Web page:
Northern Stargazer
The Northern Stargazer found on Virginia BeachAshley Raper Starr

A weird-looking fish, usually found in the deep water of Chesapeake Bay in Virginia, US, was found on a beach, lurking just beneath the surface of the stand. Photos of the Northern stargazer were shared online by surfing company East Coast Surfing Championships, warning beach-goers: "Watch your step".

Northern stargazers are normally found at the bottom of Chesapeake Bay, reaching depths of around 120ft (37m). They are predatory fish, feeding on small fish and crustaceans. They bury themselves under the sand, with their eyes and mouth sticking out (see picture). When something edible swims by, they create a vacuum with their mouths and suck it in.

They pose little risk to humans, although they do have a specialised organ located behind its eyes that it uses to create weak electrical currents to protect itself from harm. Northern stargazers are found along the western Atlantic Ocean, from New York down to south-eastern Florida.

Northern Stargazer
Ashley Raper Starr

Images of the Virginia Beach stargazer were taken by Ashley Raper Starr. She told IBTimes UK: "My niece, Cara Hotaling, saw the fish first. We were all curious as to what that could be making bubbles in the sand ... We were all so surprised and interested to see that face! I have never seen one on the beach and I grew up here and have spent much time on these beaches. This was such a surprise."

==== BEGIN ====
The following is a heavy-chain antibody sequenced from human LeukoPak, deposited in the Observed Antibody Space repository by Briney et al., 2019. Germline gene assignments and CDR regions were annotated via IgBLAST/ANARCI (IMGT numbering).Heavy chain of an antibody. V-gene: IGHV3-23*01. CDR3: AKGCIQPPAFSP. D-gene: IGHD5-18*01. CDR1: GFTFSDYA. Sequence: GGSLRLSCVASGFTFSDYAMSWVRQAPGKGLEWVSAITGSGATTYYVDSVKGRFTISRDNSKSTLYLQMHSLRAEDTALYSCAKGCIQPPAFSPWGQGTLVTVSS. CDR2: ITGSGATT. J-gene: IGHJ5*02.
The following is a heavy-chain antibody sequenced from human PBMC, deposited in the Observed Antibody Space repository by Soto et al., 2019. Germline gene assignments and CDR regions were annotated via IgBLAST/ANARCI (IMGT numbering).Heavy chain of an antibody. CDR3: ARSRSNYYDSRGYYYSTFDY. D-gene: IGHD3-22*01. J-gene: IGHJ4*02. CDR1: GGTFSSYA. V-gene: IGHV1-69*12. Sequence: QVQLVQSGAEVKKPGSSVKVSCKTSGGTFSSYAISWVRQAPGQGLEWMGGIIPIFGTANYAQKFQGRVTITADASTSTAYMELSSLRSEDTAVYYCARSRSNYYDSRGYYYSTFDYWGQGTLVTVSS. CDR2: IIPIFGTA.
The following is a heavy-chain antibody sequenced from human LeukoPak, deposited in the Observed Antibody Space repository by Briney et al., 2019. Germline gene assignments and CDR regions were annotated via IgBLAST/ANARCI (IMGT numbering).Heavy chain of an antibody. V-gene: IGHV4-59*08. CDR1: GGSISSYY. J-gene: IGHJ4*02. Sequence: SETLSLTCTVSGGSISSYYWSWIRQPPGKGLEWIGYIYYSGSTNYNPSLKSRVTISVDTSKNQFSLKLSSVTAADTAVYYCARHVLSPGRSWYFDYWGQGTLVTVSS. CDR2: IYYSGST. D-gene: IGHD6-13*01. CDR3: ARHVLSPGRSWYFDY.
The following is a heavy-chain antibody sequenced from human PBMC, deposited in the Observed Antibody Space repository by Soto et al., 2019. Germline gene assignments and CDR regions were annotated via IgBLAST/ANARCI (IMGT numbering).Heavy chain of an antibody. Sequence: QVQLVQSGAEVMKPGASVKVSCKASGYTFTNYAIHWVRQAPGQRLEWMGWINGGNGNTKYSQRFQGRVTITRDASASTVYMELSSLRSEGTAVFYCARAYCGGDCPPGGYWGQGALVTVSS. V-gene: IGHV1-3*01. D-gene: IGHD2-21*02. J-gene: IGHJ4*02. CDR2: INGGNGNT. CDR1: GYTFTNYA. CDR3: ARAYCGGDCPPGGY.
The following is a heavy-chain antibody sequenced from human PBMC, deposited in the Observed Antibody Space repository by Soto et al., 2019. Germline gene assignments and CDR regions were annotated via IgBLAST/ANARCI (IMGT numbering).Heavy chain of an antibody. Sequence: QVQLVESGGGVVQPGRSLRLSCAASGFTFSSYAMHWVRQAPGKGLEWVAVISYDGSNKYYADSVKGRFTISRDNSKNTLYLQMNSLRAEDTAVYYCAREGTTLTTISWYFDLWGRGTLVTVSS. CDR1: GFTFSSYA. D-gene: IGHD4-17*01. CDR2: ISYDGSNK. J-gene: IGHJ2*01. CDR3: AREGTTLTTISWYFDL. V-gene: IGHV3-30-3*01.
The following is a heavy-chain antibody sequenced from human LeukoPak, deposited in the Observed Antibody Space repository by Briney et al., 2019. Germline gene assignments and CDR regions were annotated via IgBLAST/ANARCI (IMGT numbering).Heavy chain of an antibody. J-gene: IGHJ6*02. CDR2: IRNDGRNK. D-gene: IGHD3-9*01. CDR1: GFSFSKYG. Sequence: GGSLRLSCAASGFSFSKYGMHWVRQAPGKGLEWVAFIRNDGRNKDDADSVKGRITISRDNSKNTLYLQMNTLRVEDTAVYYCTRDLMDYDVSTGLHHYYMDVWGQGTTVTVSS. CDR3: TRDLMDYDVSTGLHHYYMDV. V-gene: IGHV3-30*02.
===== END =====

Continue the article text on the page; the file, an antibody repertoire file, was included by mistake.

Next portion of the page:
After taking a few pictures, Starr's brother in law borrowed a bucket from some children nearby and threw it back into the sea: "It was alive and well when we found it and sent him back into the water," she added. It is not known how it ended up on the shore.

In its Facebook post, the ECSC said: "A friend of ECSC came across this stargazer while walking in Virginia Beach (note: these animals tend to live in the deep waters of the‪ Chesapeake Bay) but this one was found ocean side. Stargazers bury themselves in the sand in order to ambush prey. Their secondary gland creates an electric which makes them a serious predator. They do not pose any real threat to humans, but they sure look menacing. Too cool. Watch your step."